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Health sector workers strike may reverse COVID-19 response gains ― PTF

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The Presidential Task Force on the COVID-19 Pandemic has described as unfortunate the declaration of strike action by the Joint Health Sector Unions (JOHESU), saying that it can reverse the gains of the national response to the disease.

The Chairman of the task force and Secretary to Government of the Federation (SGF), Mr Boss Mustapha, who made this declaration during Monday’s briefing in Abuja, praised the National Association of Resident Doctors (NARD) for calling off their strike.

He urged JOHESU not to down tools as he pointed out that the Minister of Labour & Employment has assured that efforts are being made to resolve their grievances.

Mustapha explained that the cautious approach to the management of the pandemic has helped the country’s containment effort.

He said: “One critical element we must not lose sight of is the fact that our cautious approach has tremendously helped in our containment efforts. Therefore, we should avoid complacency at all cost. Our focus should go beyond flattening the curve and ridding our land of this virus just as we did with the poliovirus.

“Similarly, the contribution of our health workers has no doubt contributed to our gains. In this regard, the PTF wishes to appreciate the National Association of Resident Doctors (NARD) for calling off their strike action. The PTF, however, views the recent declaration of industrial action by the Joint Health Sector Unions (JOHESU) as rather unfortunate and capable of reducing our gains and endangering more loss of lives.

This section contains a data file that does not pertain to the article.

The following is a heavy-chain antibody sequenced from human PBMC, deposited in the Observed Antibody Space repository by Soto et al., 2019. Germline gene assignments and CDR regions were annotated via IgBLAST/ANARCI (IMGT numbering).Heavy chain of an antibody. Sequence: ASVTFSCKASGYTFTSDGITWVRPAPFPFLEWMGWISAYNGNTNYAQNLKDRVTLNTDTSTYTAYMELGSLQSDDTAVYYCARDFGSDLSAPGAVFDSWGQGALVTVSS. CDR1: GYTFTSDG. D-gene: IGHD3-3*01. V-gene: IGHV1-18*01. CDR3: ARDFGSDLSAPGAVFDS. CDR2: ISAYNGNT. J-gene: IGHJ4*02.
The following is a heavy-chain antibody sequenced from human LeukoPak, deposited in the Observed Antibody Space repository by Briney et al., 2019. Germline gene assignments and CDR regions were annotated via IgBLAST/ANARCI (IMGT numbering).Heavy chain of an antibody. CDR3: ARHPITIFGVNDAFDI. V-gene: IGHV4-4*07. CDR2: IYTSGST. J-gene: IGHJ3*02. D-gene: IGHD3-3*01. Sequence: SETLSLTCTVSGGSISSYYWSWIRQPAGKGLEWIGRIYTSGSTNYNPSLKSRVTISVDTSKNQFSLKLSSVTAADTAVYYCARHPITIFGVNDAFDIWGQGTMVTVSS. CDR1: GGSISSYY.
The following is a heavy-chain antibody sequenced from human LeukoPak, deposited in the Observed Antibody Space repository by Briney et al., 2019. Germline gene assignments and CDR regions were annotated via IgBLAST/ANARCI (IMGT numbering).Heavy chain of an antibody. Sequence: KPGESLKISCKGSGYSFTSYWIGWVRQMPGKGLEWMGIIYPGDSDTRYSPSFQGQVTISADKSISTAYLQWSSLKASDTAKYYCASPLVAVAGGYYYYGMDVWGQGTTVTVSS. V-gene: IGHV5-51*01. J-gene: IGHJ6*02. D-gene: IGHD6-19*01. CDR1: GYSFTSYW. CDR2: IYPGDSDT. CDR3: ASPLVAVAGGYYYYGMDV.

“We, therefore, call on JOHESU to stand up to be counted at this critical moment because a continuation of the strike could jeopardize the small gains made in the fight against the virus and the efforts to transform our health systems.

“The Hon. Minister of Labour & Employment has assured that every effort is being made to resolve all issues and have JOHESU call its members back to work.

“The PTF, therefore, appreciates Mr President for keeping our land borders closed because those are potential seeding points for importing the virus into Nigeria. More so, as ECOWAS Champion of the COVID-19 response, Mr President should adopt all practical means of containing the virus within the sub-continent of West Africa.”

Mustapha affirmed that Nigeria has continued o record a steady decline in the number of confirmed cases of coronavirus, saying that the national response has thus achieved results.

He added: “Nigeria continues to progressively witness declining confirmed cases of COVID-19 with a record low number of 79 cases on Sunday, September 13, 2020. While this suggests that we are winning this war, the reality is that we need to improve on our commitment to eliminate the virus completely by abiding with the protocols so that we can return to a semblance of what was our normal life.